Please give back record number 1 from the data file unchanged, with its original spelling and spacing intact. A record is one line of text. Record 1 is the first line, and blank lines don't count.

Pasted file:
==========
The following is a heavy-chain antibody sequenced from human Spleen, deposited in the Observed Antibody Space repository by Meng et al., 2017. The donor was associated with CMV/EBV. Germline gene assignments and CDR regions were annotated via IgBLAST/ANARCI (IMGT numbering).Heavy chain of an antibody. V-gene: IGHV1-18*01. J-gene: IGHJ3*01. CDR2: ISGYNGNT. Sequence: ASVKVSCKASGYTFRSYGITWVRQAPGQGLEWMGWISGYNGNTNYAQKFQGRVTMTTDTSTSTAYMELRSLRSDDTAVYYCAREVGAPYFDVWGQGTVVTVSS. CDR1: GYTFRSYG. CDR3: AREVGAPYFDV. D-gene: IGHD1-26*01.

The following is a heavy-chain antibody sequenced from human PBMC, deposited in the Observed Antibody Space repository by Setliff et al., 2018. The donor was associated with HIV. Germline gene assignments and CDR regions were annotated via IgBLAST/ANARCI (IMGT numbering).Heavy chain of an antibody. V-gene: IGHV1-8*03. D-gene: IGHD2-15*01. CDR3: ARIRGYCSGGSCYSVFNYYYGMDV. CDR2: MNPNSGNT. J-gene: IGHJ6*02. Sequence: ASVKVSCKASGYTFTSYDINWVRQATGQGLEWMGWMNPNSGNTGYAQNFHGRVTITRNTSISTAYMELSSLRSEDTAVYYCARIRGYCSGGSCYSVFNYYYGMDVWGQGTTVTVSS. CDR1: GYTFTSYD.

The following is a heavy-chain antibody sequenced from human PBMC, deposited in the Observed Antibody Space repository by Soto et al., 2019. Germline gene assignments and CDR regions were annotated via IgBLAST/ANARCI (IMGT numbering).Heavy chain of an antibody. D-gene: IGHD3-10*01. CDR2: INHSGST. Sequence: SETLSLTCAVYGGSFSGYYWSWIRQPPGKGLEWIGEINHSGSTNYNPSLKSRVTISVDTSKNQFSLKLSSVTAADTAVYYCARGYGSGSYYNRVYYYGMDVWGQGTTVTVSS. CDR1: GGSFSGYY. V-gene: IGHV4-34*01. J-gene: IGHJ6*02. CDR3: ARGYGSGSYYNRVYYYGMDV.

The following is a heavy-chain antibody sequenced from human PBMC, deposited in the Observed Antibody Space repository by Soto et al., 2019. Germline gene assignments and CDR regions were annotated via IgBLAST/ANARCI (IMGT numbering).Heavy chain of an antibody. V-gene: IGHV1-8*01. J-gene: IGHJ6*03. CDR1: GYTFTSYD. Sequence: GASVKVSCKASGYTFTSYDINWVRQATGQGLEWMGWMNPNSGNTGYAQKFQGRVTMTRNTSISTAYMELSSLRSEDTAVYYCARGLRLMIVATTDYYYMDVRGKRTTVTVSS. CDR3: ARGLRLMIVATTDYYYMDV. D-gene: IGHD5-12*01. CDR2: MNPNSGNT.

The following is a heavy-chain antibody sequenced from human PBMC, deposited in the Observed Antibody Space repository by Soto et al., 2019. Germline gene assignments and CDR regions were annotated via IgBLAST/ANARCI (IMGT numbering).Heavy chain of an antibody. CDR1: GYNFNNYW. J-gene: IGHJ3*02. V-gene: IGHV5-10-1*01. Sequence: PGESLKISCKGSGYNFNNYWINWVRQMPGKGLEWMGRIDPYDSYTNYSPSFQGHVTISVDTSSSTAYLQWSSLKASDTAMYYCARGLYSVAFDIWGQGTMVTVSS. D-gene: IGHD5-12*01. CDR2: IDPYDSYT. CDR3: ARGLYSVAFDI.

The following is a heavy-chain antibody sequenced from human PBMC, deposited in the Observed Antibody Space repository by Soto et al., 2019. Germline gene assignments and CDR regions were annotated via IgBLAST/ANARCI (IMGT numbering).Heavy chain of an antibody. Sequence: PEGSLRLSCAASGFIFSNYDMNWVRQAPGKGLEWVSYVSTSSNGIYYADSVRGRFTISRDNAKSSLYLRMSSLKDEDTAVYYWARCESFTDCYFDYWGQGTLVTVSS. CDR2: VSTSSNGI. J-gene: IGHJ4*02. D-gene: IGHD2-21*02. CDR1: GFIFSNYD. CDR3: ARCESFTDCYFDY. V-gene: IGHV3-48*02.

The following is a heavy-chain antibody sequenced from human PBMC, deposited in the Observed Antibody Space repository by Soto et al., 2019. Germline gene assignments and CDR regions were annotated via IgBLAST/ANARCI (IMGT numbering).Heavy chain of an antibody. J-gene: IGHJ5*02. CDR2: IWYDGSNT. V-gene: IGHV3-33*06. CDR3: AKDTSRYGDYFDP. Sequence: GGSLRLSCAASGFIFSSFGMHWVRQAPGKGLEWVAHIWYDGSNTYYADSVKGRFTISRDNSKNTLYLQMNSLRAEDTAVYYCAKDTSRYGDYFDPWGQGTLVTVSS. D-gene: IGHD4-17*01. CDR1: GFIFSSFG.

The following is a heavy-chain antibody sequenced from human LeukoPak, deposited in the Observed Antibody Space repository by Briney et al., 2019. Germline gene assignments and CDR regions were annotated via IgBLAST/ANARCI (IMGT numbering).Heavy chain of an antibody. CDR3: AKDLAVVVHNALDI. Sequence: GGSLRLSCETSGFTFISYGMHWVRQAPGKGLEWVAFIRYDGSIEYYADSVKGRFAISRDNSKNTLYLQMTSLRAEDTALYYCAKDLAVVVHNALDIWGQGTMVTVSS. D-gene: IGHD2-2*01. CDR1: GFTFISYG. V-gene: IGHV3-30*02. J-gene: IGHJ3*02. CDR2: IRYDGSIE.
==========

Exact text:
The following is a heavy-chain antibody sequenced from human Spleen, deposited in the Observed Antibody Space repository by Meng et al., 2017. The donor was associated with CMV/EBV. Germline gene assignments and CDR regions were annotated via IgBLAST/ANARCI (IMGT numbering).Heavy chain of an antibody. V-gene: IGHV1-18*01. J-gene: IGHJ3*01. CDR2: ISGYNGNT. Sequence: ASVKVSCKASGYTFRSYGITWVRQAPGQGLEWMGWISGYNGNTNYAQKFQGRVTMTTDTSTSTAYMELRSLRSDDTAVYYCAREVGAPYFDVWGQGTVVTVSS. CDR1: GYTFRSYG. CDR3: AREVGAPYFDV. D-gene: IGHD1-26*01.